Babies just don't care about that.
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    The first people to live on the sixth moon of Jupiter were the painters of Europa. They followed a tradition where every brushstroke must align with, what they called, the "natural direction" of the depicted. That is, when a Juropean artist painted grass the brushstrokes must begin near the ground and move towards the sky. The painter's hand must recapitulate the growth of the blade of grass, or the fall of a meteorite.

    Whether or not the grass was green or purple was of no matter. This tradition was not a naturalism but a priority of acceleration. No doubt born as the full thrust of a rocket's engines was felt pressing down on the collective chests of the first painters to travel to Jupiter.


    Today, we use the local name Juropean for the first colony on Europa, they themselves called themselves Europans as does the second and successful colony today which has almost no connection with the artists' colony.

    Once this school of embodied art had grown large enough to be called a colony rather than a base or station, it split. The line of fracture took the form of a dispute within the stricture of "natural direction." Indeed so strongly did they all remain committed to this arbitrary aesthetic the argument itself was mostly hypothetical. It was all talk.

    If, it was asked, one was painting upside down, should the brushstrokes move upward from the point of view of the painter or still be guided by the local gravity. That is, was 'up' for grass blades defined relatively, by the artist's inner ear, or absolutely, by the artist's environment.

    In Juropean society these two sides, the POVians and the Gravians became mired in the tribal groupings that many co-operative projects tend to split into, eventually. They were just another Red and Blue split. The usual historical context for these differences that flare up into conflict, even in old imperial capitals like Byzantium, are the old economies of scarcity and want that at least makes them understandable, if not forgivable.

    Of course to us such disputes appear silly, and their passions alienating. It has become the classic example used by us to reflect poorly on the early transhuman intensive societies, because this first colony on Jupiter's moon Europa failed, violently and meaninglessly. We see their failure as our success.

    For where, like the Juropeans, a society lives in a economy of post-scarcity, our judgement is more condemning, and our story-telling becomes more fabulous. We are good because they are bad.


    "They lacked for nothing, they only lacked lack, and still they fought a civil war over the directions of brushstrokes, brushstrokes, and in a gravity of 0.134 Gee!"
    Sun, Sep 12, 2010  Permanent link
    Categories: singularity fiction, transhuman condition
    Sent to project: Polytopia
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    The cosmos was created in a struggle between the good and the evil.

    The good said it was going to create the world, but the evil was scornful and sought to show the good how silly this plan was. So what began with happy aspirations was met with harsh mocking words. Soon the bickering between the two godhoods escalated into a battle in which the very fabric of the universe was created.

    The stars were shed as sparks from their terrible clashes. Their anger and pride became space and time. Hatred welled as gravity. Courage emerged as magnetism, and vengeance as electricity. As they smashed matter, and flung energies against each other, the heavens were separated from the earth, the waters fell as rain, crying in pain.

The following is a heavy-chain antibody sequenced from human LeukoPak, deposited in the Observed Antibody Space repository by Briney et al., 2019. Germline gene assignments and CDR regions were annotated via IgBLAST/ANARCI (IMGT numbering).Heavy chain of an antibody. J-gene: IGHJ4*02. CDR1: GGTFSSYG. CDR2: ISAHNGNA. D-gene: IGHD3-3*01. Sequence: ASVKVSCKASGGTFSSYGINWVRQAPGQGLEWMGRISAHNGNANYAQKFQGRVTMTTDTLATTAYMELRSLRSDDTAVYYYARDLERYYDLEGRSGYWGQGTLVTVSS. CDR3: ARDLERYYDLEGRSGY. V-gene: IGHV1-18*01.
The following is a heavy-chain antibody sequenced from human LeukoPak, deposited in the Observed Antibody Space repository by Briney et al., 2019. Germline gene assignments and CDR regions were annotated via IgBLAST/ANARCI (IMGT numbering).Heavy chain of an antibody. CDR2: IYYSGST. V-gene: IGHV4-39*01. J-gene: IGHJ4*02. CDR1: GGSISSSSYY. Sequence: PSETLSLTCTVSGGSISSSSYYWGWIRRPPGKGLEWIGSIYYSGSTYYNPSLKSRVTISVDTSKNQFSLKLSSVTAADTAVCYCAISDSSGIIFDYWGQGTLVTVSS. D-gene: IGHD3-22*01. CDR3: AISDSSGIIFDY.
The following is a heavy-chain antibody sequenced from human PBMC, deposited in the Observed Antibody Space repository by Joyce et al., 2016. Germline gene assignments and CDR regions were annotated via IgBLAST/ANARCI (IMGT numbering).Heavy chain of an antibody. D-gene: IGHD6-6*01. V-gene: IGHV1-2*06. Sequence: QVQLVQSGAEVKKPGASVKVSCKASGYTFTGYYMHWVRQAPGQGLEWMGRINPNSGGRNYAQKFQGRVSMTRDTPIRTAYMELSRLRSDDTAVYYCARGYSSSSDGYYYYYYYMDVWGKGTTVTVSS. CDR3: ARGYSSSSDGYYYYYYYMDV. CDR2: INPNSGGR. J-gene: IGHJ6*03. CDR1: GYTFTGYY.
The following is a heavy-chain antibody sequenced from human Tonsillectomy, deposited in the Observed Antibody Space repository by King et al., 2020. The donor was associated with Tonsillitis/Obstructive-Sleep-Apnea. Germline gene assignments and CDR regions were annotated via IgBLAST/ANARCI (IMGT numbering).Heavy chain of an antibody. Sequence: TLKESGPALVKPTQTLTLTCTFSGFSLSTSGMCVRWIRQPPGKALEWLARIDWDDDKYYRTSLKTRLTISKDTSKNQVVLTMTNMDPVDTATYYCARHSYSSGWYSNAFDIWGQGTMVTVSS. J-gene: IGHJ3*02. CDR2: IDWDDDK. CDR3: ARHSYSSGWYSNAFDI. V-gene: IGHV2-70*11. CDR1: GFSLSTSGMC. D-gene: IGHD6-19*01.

Suddenly the gods vanished, the battle ended, and there were no witnesses except a thunderstorm and a great wind rushing into their absence.

    For, some say, Ag finally lost, and in despair was easily banished from the cosmos by the devilish Antag. Others say the good god Ag sacrificed his own link with his creation in order to save it from Antag's despairing attitudes.

    Whatever happened neither can talk to us, unlike children yelling in play by the river. They have been swept away by their own actions, whatever they were. Only we, mere mortals, follow and so remain.

    Some say Ag still watches over us with love, writing down our lives in a great book, so that we can be rewarded for our loyalty or kindness. Others say we are on our own, that the sacrifice was complete, and nothing we do or say makes any difference now. We are all alone.

    There are those who believe that good Ag was banished by the scorner Antag, of these there are those who believe we will be rewarded, but others of these 'banisheds' believe that we are truly orphaned and will be ignored for all eternity; that prayers and petitions are useless.

    Yet others believe that the good god Ag sacrificed himself and so can watch over us, but others of these 'sacrificials' believe that the link is also gone.

    Many wars have been fought by believers of each these views, many histories changed, much blood shed in meaningless struggles.



    For which god is good? Ag is the god who lost and was banished by Antag? Or is Ag that god, who in self-sacrifice, banished the evil Antag?

    Can they see us, or not?

    The devout and pious believe that they are watched, regardless of whether they think Ag is the banished or the sacrificial. But the mundane don't bother to even disbelieve it, and care only as to who was Ag or Antag.

    In any case, the Concert states there is no way to know. The link to the creators is gone in the very struggle which put the stars in their place.

    In was in the recognition of this great unknowing that the holy agnostic Concert was composed, bringing peace to us all in a two part compromise. A peace which has now lasted millennia among the cognoscenti, those who share the cognizance that the war ended when the gods left and must never be fought again.

    The Concert states that Ag is worshipped in public as good, and Antag scorned as evil, but it is left to each private conscience to decide which god did what, and further, whether they can still see us or not.

    To discuss any of this outside the home or the schoolroom is frowned upon as impolite, and in some parts as sacrilegious.
    Sat, Jul 25, 2009  Permanent link
    Categories: Philip K. Dick